The Federal Reserve’s favorite inflation indicator cooled in October. For Wall Street, it’s another sign that central bank Chairman Jerome Powell may be ready to end his more than 20-month interest rate hike campaign sooner rather than later.

This is great news for consumers and businesses that have struggled with rising borrowing costs and inflation in recent years. Fast-growing companies in particular often rely on debt to invest in their expanding businesses, and the end of interest rate hikes would eliminate significant revenue shortfalls for them by 2024. The prospect of interest rate cuts would be even better for them. Due to lower lending rates, not only would the profits of many companies increase, but investors’ alternatives to stocks – especially government bonds and corporate bonds – would also provide lower returns. That would mean more money would flow into the stock market.

Signs of an inflation turnaround were clear in the latest inflation data released on Thursday. The personal consumption expenditures (PCE) price index rose less than 0.1% in October and just 3% from a year ago, the Bureau of Economic Analysis reported. In comparison, September saw a 3.4% year-on-year increase. Meanwhile, core PCE inflation, which excludes more volatile food and energy prices, rose just 3.5% year-on-year in October, compared with 3.7% in the previous month.

“The further decline in core PCE inflation in October will reinforce markets’ growing belief that rate cuts are imminent,” Andrew Hunter, deputy chief U.S. economist at Capital Economics, said in a note Thursday on the data.

With commodity prices down more than 5% so far this year, companies have begun cutting prices for physical goods after years of pandemic-induced inflation. This trend continued in October, with goods prices falling 0.3% during the month, according to the PCE Price Index. This decline was offset by a 0.2% increase in service prices due to record domestic travel during the holiday season. But even inflation in the services sector — a category that includes a mix of components such as tuition and costs for housing, transportation and medical care — is showing signs of slowing.

October data showed lower spending on restaurants, bars and hotels compared to September, when prices for services rose 0.3%. And year-on-year, service sector inflation has fallen from its 2023 peak of about 5.8% to just 4.4% last month. That could mean the end of the Fed’s rate hikes.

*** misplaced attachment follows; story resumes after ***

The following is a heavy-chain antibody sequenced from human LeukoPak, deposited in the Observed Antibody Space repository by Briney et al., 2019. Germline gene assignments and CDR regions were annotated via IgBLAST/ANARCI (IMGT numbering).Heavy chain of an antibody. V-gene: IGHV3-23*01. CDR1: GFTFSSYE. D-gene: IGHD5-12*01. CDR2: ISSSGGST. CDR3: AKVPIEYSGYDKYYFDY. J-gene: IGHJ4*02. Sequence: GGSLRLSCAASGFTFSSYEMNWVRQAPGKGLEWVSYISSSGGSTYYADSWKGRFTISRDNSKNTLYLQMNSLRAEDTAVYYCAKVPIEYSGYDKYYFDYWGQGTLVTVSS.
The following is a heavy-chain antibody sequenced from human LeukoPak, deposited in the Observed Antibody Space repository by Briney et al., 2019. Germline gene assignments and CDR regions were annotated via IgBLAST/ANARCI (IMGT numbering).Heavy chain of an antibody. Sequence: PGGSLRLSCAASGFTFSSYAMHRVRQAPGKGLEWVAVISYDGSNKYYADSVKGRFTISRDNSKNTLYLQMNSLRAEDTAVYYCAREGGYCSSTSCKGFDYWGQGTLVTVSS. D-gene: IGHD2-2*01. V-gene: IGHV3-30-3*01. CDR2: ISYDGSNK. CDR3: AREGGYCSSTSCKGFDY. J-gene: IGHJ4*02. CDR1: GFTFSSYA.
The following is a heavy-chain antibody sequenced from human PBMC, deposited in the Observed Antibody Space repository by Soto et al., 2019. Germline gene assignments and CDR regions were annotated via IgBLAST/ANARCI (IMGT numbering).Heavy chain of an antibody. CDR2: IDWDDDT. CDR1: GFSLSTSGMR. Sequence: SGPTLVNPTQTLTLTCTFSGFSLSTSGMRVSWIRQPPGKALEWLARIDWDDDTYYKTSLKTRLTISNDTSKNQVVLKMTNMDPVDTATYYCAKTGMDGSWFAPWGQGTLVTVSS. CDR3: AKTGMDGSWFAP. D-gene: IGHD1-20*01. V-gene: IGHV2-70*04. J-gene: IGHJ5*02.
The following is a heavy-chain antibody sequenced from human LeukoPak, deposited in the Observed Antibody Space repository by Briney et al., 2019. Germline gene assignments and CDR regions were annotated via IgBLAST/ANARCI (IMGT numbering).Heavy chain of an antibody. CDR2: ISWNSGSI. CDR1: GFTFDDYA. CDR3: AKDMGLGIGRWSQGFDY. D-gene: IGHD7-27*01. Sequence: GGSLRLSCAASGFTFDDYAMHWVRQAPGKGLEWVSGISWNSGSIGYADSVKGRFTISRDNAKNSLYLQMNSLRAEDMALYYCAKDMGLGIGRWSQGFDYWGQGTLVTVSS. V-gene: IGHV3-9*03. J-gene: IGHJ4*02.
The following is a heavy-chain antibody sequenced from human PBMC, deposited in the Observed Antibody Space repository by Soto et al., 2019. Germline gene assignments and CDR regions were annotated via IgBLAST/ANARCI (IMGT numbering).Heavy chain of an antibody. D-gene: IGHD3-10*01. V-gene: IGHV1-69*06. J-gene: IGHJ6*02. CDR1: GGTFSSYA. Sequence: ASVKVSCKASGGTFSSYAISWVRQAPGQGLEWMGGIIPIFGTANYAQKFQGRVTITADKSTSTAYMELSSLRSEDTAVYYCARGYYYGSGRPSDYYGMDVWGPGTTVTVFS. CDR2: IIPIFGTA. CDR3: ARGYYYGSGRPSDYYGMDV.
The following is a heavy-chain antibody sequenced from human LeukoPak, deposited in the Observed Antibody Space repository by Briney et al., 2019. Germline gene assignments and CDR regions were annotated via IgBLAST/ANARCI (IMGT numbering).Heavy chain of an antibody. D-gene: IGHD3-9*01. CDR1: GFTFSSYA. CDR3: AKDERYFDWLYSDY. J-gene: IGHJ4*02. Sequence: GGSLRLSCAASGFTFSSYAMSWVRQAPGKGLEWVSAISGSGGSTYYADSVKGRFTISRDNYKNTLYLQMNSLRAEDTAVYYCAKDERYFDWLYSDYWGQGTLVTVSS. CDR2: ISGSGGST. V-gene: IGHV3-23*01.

“If you’re hoping that Jay Powell will continue to be hawkish in the coming months, the PCE services index is not your friend,” Harris Financial Group managing partner Jamie Cox said Thursday, downplaying the likelihood of further rate hikes. “A significant slowdown in inflation is underway. These data clearly mark the end of the interest rate cycle.”

Throughout the pandemic, lockdowns and supply chain chaos led to mass inflation in goods, but in recent years inflation in services has risen again as Americans travel and eat out again. In response to this shift in consumer spending, Fed officials have placed an emphasis on combating service price increases. And recent inflation data is giving many on Wall Street hope that the central bank is moving closer to that goal.

“Markets could be pleasantly surprised as inflation could cool faster than expected,” Jeffrey Roach, chief economist at LPL Financial, said Thursday. “Investors should expect more Fed officials to adjust their language as they prepare markets for a subtle shift in policy stance.”

Despite Wall Street’s hopes that the Fed will either end its rate hikes or even cut rates, Chairman Powell has so far made no more dovish comments. At an International Monetary Fund event in early November, he told reporters that he remains committed to meeting the central bank’s 2% inflation target by ensuring interest rates are “sufficiently restrictive.”

“We are not convinced that we have reached such a position,” he added.

However, some Fed officials appear to be coming to the conclusion that further rate hikes are no longer necessary. Atlanta Fed President Raphael Bostic said earlier this month that he believes interest rates are now “sufficiently tight to get us to the 2% inflation mark.”

And Fed Governor Christopher Waller said at an American Enterprise Institute event on Tuesday that he was “increasingly confident that policy is currently well positioned to slow the economy and bring inflation back to 2%.” Waller, widely seen as a more hawkish Fed official, further argued that the Fed “could begin to cut interest rates if inflation continues to ease.”

Of course, not every Fed official is convinced that inflation has been tamed. New York Fed President John Williams told a joint conference of the New York Fed and the Federal Reserve Bank on Thursday that “significant progress” had been made in slowing consumer price increases and “rebalancing” the economy : “Our work is far from done.” ”

“I am committed to achieving our longer-term inflation target of 2% and laying a solid foundation for our economic future,” he added.

There are still skeptics about the recent disinflationary trend on Wall Street. Brian Rose, senior U.S. economist at UBS Global Wealth Management, said Thursday that the Fed must maintain its “bias” toward higher interest rates to ensure inflation is truly under control. “Fed Chairman Jerome Powell will appear publicly on Friday and we expect him to be careful not to sound too dovish,” Rose argued.

However, even Rose pointed out that the Fed could “move to a neutral stance” by the end of January or end its rate hikes if inflation and the labor market continue to cool this month.

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